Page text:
Former exorcist and current Louisiana governor Bobby Jindal has (to quote the Friendly Atheist) “pushed for a voucher program that would allow state funds to be used to pay for religious schools.” The Friendly Atheist is not so keen on the idea (he believes it to be unconstitutional), but I’m inclined to be more relaxed. A little mumbo jumbo is a cheap price to pay for a good education. Religious schools in this country (and elsewhere) have a long record of delivering an education that can be of lower cost and higher quality than that provided for in the state system. And they also have a long and shameful record, not least in corners of the Islamic world, as perpetrators of ignorance and division.
The key is regulation. To secure eligibility for voucher-status, religious schools, and what they teach (not too much mumbo jumbo, please, admission for both sexes, and members of all faiths and of none, and so on), would have to go through a tough vetting both to begin with and, say, annually. And, if the experience in the UK is anything to go by, you’d probably need to vet the vetters too. I don’t know whether Gov. Jindal’s legislation provides for all this or not, but, in any event, it would be unlikely to be enough for one Louisiana (Republican) lawmaker. Valarie Hodges.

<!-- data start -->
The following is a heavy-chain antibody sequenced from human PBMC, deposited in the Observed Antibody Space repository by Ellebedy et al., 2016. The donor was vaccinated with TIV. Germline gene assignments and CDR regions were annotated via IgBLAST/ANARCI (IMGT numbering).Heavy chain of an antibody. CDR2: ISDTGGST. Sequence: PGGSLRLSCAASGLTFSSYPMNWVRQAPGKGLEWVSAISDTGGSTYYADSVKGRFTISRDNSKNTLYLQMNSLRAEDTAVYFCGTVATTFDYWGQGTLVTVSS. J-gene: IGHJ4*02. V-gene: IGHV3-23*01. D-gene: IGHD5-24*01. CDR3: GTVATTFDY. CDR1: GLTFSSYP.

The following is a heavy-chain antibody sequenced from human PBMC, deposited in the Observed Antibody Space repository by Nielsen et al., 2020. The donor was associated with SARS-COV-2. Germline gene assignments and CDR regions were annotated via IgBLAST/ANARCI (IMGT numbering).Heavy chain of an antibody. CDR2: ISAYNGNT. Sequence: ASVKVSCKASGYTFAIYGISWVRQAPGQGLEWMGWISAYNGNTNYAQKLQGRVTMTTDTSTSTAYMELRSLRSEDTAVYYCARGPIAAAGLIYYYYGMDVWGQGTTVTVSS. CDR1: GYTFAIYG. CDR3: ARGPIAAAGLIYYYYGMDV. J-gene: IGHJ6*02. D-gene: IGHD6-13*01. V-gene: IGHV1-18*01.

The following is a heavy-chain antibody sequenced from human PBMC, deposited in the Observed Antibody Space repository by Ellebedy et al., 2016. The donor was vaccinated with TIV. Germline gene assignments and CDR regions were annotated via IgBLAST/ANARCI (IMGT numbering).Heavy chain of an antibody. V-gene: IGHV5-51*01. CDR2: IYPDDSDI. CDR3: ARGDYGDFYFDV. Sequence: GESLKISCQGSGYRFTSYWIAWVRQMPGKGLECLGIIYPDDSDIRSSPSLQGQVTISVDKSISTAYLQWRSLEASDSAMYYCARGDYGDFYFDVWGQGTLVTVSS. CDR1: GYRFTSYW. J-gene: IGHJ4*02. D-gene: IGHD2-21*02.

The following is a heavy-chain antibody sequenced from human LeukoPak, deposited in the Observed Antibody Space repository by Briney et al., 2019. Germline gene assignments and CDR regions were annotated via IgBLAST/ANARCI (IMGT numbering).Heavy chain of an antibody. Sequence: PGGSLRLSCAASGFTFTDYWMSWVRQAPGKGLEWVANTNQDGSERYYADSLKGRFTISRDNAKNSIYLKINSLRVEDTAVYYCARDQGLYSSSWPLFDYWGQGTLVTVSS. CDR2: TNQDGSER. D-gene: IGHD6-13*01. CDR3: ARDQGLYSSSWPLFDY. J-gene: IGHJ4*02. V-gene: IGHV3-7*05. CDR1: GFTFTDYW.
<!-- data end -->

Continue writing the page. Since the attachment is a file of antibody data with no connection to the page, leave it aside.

Livingston Parish News takes up the story:
WATSON — Rep. Valarie Hodges, R-Watson, says she had no idea that Gov. Bobby Jindal’s overhaul of the state’s educational system might mean taxpayer support of Muslim schools.
“I actually support funding for teaching the fundamentals of America’s Founding Fathers’ religion, which is Christianity, in public schools or private schools,” the District 64 Representative said Monday.
“I liked the idea of giving parents the option of sending their children to a public school or a Christian school,” Hodges said…HB976, now signed into law as Act 2, proposed, among other things, a voucher program allowing state educational funds to be used to send students to schools run by religious groups…Hodges, who represents District 64 on the northwest side of the parish, and another freshman lawmaker in the local delegation, Clay Schexnayder from Dist. 81 in the southwest, voted with the House majority in favor of HB976.
The school funding mechanism, however, did not come up for a vote until the end of the session. By then, a Muslim-based school had applied for support through the new voucher system.
During debate over the MFP (Minimum Foundation Program) funding formula, Hodges learned more about the consequences of the educational changes. She voted against the new MFP funding formula; Schexnayder voted for it.
“Unfortunately it will not be limited to the Founders’ religion,” Hodges said.
Oh dear. I’m not necessarily opposed to (mild, constructive, gently patriotic, and minimally superstitious) state religions, but I suspect—well over two centuries into the First Amendment—that the time for that in the US may have passed.